Washington (SD) – US Congressman Ilhan Omar with seven other Democratic Representative signed a letter demanding US Command in Africa (AFRICOM) explain the gap in the number of civilian deaths in Somalia by the US and those registered by the human rights organization.
AFRICOM recently reported a single incident of civilian casualty in their fight against Somalia’s al-Shabaab, while the human rights groups reported higher civilian deaths in Somalia caused by the US’s drone attacks targeting Al Shabab.
READ THE ILHAN OMAR LED LETTER REGARDING CIVILIAN DEATHS IN SOMALIA:
Dear General Townsend,
We write regarding AFRICOM’s recent publication of the first quarterly report on allegations and assessments of civilian casualties resulting from U.S. military operations. We welcome this step to provide increased transparency and public accounting of U.S. military operations and as part of our national commitment to minimizing civilian casualties. This action is consistent with the demonstrated interest of Congress for greater transparency in our Nation’s use of targeted force and our efforts to prevent civilian casualties.
It is our understanding and hope that these reports will continue to be available to the public on a regular basis. We urge you to, wherever possible and consistent with the need to protect classified information, provide detail on how assessments are made and acknowledge where they may differ from the assessments of credible, independent non-governmental organizations and others.
As you are well aware, there have long been significant discrepancies between the civilian casualty assessments of NGOs and those of the Department. These differences may be explained by differing methodologies and access to classified intelligence; however, when reporting comes from credible and sophisticated NGOs with cultural and linguistic capacity, civilian casualty reports are not easily dismissed. We recognize that in some cases our adversaries may seek to provide misinformation about civilian casualties as well.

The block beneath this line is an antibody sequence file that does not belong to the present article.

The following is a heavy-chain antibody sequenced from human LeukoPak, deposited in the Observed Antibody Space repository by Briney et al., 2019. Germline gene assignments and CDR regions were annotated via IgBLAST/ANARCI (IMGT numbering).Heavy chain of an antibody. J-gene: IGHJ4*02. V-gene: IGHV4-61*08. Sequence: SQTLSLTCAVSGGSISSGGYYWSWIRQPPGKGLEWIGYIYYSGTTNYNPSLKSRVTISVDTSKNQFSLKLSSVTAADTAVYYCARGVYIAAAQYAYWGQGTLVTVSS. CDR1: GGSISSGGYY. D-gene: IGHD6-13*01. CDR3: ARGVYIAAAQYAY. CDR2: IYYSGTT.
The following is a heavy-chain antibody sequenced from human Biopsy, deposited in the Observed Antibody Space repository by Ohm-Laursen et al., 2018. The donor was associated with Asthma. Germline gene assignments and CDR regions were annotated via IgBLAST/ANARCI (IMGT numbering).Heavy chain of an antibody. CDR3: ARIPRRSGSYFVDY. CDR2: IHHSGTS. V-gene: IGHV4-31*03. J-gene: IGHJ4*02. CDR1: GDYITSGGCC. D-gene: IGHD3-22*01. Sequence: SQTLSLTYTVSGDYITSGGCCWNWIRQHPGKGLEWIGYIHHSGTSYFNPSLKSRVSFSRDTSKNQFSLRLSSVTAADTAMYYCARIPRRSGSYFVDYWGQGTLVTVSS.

Regardless of the source of such allegations or reports, left unaddressed the perception that the United States is unconcerned about civilian casualties is damaging to our credibility and counterproductive to U.S. counterterrorism strategy and objectives. For example, in Somalia the terrorist group al-Shabaab seeks to leverage inconsistencies in civilian casualty reporting in its propaganda efforts. Left unaddressed, these discrepancies reduce our trustworthiness and can negatively impact the confidence of local partners that the U.S. government is committed to protecting civilian lives and in holding itself accountable.
Accordingly, we recommend that in preparing these reports you provide as much information as possible to the public about your assessments and why they differ from those of NGOs. This should include a public accounting of basic questions of methodology and the Command’s definitions of combatants and non-combatants.
Providing additional public transparency around the use of force and civilian casualties is also in keeping with recent legislation passed by Congress. Section 1703 of the Fiscal Year 2020 National Defense Authorization Act (Public Law 116–333) requires Department-wide reporting on efforts to mitigate civilian casualties, descriptions of the general reasons for discrepancies between U.S. Government assessments and those of non-governmental organizations, and the definitions of “combatant” and “non-combatant” used in the preparation of the report. We urge you to include all such information in your reporting, as well as descriptions of ongoing investigations within the AO regarding possible civilian casualties.
Once again, thank you for moving forward to provide these public reports. We look forward to working with you to ensure that American interests, values, and national security are reflected in AFRICOM’s quarterly civilian casualty reports, and once again applaud your commitment to transparency and accountability.
Member of Congress
Adam Smith, Chair, House Committee on Armed Services
Adam B. Schiff, Chair, House Permanent Select Committee on Intelligence
Eliot L. Engel, Chair, House Committee on Foreign Affairs
André Carson, Chair, Subcommittee on Counterterrorism, Counterintelligence, and Counterproliferation
James R. Langevin, Chair, Subcommittee on Intelligence and Emerging Threat and Capabilities
Terri A. Sewell, Chair, Subcommittee on Defense Intelligence and Warfighter Support
Karen Bass, Chair, Subcommittee on Africa, Global Health, Global Human Rights, and International Organizations
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